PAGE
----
It's Green (Bay) All the Way

Punching in these words, I'm recovering from a pummeling. My beloved Bears, for the tenth consecutive time, were defeated at home by the hated Green Bay Packers. As if this weren't punishment enough, the game was broadcast nationally on Monday Night Football, exposing a pair of civic embarrassments—the misfits who masquerade as a professional football team and the "new" Soldier Field.

10/01/2003


Punching in these words, I'm recovering from a pummeling. My beloved Bears, for the tenth consecutive time, were defeated at home by the hated Green Bay Packers. As if this weren't punishment enough, the game was broadcast nationally on Monday Night Football, exposing a pair of civic embarrassments—the misfits who masquerade as a professional football team and the "new" Soldier Field. I bring this painful incident up because this edition of CSE focuses on professional football and baseball stadiums, including the major reconstructions of the Bear's home and Lambeau Field in Green Bay. It's my unfortunate duty to report that the Pack not only won the competition on field of play itself, but also around it. Featured on the cover, the Lambeau renovation manages to add a lot of what's good about new stadium design: bigger concourses, more amenities—more bathrooms—and an atrium-filled addition (brick at that) that complements the original structure. The tale of Soldier Field, on the other hand, with its once dominating colonnades that embodied strength and tradition, could appropriately be entitled Jason and the Argonauts meets Close Encounters of the Third Kind.

Don't get me wrong. The Soldier Field design team should be lauded for achieving its real mission of bringing in a suite of wonderful new amenities, better bathroom facilities, and more importantly, better sightlines, to an old facility never intended for modern sports. Unfortunately, the rest of us non-ticket holding customers must suffer the collateral damage as we pass along Lake Shore Drive or visit the Beaux-Arts-inspired museum campus. I only hope the Rose Bowl people in Pasadena are taking notes ...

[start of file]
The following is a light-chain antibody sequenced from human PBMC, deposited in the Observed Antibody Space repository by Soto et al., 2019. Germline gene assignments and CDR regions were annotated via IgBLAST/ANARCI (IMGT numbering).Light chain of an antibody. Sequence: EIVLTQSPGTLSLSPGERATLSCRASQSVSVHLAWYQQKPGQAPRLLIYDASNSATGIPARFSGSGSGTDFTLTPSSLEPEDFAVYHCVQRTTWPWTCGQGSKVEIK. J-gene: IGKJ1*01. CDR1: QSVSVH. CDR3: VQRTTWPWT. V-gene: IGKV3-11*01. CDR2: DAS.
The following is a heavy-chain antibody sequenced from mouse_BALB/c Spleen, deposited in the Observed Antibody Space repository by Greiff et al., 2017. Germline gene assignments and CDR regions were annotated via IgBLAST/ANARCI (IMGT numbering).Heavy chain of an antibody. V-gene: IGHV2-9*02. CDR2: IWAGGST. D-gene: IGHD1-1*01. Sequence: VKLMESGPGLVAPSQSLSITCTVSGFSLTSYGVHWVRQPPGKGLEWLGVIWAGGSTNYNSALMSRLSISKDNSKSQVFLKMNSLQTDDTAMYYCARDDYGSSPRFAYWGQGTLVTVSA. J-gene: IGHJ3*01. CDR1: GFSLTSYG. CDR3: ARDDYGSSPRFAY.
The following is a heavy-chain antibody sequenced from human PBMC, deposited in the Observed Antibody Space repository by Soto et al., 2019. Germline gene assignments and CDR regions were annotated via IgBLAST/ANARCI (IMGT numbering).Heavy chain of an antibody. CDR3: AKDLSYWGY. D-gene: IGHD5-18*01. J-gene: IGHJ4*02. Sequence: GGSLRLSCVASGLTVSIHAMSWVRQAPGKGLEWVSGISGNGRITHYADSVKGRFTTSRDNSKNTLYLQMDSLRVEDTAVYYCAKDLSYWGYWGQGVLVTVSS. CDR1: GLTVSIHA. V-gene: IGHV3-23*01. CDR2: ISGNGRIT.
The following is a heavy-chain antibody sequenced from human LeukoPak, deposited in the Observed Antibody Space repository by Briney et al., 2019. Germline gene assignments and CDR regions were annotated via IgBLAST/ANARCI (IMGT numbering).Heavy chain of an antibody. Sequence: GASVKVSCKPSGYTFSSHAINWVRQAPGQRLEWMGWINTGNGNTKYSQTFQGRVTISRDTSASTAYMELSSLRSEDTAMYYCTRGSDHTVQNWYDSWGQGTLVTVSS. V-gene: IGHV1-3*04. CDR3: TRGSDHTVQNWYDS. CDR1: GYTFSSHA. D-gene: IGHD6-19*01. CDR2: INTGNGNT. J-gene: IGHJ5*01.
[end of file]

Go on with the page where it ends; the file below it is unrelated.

On a more upbeat note, we celebrate the first birthday of Gillette Stadium, home of the New England Patriots. But I wish to highlight the project for reasons other than architecture. As our cover story attests, plumbing, particularly for restrooms, is a huge part of stadium projects, and the design team in Foxboro, Mass., was certainly able to execute that plan. But it also scored big on a second theme running through this issue—sustainable design—by implementing a gray water system within the stadium.

This is notable in that the topic dovetails with another anniversary—the convocation of the second U.S. Green Building Council conference and exhibition in Pittsburgh in November, which will take place in the new David L. Lawrence Convention Center—the nation's first LEED-certified facility of this type. I'm very much looking forward to touring the facility. In fact, I'm happy to announce that one of my tasks at the conference will be to meet with the building team to begin discussions on what will be the subject of next year's Project Journal . Hopefully, each installment will help readers better understand LEED and its impact on project design. This brings me full circle to this issue and our special report, which addresses a dilemma I think many of our readers face: What exactly is a green product? Turn to p. 52 and find out.





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